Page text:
World War Web: Are nation state attacks really on the rise?
Why the world will one day need nuclear-style 'cyber treaties'
The spectre of cyber warfare hovers over the security industry like a dark cloud. Infosec professionals whisper ghost stories to each other about state-sponsored Chinese and Russian super-hackers. But are we really on the brink of a digital D-Day?
David Emm, principal security researcher at Kaspersky Lab, points out that countries have been conducting stealth attacks against one another for generations, saying: "As humans we've always done that, but now it will be done using technology."
But despite media hype, the actual number of state-sponsored cyber attacks is comparatively small, especially when compared with financially-motivated cybercrime, he adds.
"Back in 2000, malware was universally vandalism," Emm explains. "From 2003 onwards, we started to see the vandalism side go down and the crime for profit go up and up and up."
"I don't think we'll ever get to a point where we say '90 per cent of what we see is nation-state'. It'll always be tiny."
That's not to say that state-sponsored cybercrime isn't dangerous, however. For example, the recent BlackEnergy attack on the Ukrainian power grid - which the Ukrainian government attributed to Russia - left 700,000 homes without power.
According to Scott Zoldi, chief analytics officer at big data analysis firm FICO, state-sponsored attacks pose "a genuine threat".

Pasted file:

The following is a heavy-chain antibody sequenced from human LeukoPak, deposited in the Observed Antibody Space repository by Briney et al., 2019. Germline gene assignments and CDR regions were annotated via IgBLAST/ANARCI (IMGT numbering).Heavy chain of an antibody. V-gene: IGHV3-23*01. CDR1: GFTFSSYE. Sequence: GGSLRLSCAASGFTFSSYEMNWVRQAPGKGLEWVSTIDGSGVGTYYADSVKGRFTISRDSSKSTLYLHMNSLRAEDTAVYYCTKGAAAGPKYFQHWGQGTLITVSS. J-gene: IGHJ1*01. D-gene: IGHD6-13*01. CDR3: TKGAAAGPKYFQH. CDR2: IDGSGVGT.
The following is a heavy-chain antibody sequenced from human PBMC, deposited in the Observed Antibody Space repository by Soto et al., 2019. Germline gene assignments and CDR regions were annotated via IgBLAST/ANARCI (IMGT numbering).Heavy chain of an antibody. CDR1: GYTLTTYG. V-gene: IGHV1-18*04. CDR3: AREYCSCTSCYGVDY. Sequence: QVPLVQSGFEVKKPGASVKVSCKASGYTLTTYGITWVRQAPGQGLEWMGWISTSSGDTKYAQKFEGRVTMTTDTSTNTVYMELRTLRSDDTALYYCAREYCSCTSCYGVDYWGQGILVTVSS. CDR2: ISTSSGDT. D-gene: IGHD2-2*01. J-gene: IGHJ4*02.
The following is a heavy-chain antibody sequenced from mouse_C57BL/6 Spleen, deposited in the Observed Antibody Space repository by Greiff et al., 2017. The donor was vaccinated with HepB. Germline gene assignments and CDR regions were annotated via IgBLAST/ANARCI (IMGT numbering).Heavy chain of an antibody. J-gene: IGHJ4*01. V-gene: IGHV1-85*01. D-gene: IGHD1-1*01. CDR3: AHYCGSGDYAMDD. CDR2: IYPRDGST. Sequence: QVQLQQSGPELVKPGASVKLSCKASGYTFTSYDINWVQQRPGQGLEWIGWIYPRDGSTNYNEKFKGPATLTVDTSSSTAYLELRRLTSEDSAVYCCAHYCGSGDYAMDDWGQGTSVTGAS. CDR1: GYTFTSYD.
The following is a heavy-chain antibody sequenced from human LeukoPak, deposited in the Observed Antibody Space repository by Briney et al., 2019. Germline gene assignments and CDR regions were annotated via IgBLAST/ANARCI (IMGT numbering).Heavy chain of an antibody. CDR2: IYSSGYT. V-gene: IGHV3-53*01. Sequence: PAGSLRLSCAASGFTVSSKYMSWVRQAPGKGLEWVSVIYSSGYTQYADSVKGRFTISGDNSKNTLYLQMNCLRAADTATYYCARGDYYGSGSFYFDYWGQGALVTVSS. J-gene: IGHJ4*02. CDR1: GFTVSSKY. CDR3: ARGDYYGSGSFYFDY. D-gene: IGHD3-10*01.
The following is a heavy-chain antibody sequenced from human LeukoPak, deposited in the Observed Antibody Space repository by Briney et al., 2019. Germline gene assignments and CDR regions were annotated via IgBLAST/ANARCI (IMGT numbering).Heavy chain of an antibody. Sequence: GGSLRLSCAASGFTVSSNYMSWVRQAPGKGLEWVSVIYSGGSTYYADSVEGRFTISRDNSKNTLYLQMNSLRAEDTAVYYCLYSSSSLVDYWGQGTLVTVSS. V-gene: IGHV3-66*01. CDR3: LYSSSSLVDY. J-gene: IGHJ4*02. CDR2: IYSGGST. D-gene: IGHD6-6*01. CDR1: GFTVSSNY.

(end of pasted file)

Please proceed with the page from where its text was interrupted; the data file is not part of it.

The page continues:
"They take some of the very best cybersecurity professionals and hackers out there, and they can assemble an incredible team," he says.
"My contacts in the military would say it's very definitively a threat and that's why in the US, we have a division of our military focused on cybersecurity issues."
The physical damage caused by nation state attacks makes them a unique threat. While even a major business data breach is unlikely to result in fatalities, attacks on critical infrastructure such as water and power could affect millions of people.
"In terms of the impact that this has, it's human lives," says Jose Palazon, CTO of Telefonica's security-focused subsidiary ElevenPaths.
"If you're designing the controller that is going to decide if you're selling or buying electricity from your wind turbine, you're not thinking about human lives," he adds. "But if someone compromises a thousand wind turbines in the field, you might leave an entire city without electricity. Think about the consequences."
So great is the potential fallout from targeted, state-sponsored attacks, that Emm believes we could eventually see a sort of 'cyber treaty', similar to agreements over nuclear weapons, "where governments will say 'we've seen the outcome of this, so we'll all sign up to limit their use'."
"It may well be - sadly, probably after some further bad things have happened - that the great powers do get round the table and say 'maybe we need to apply this to cyber attacks as well'," Emm says.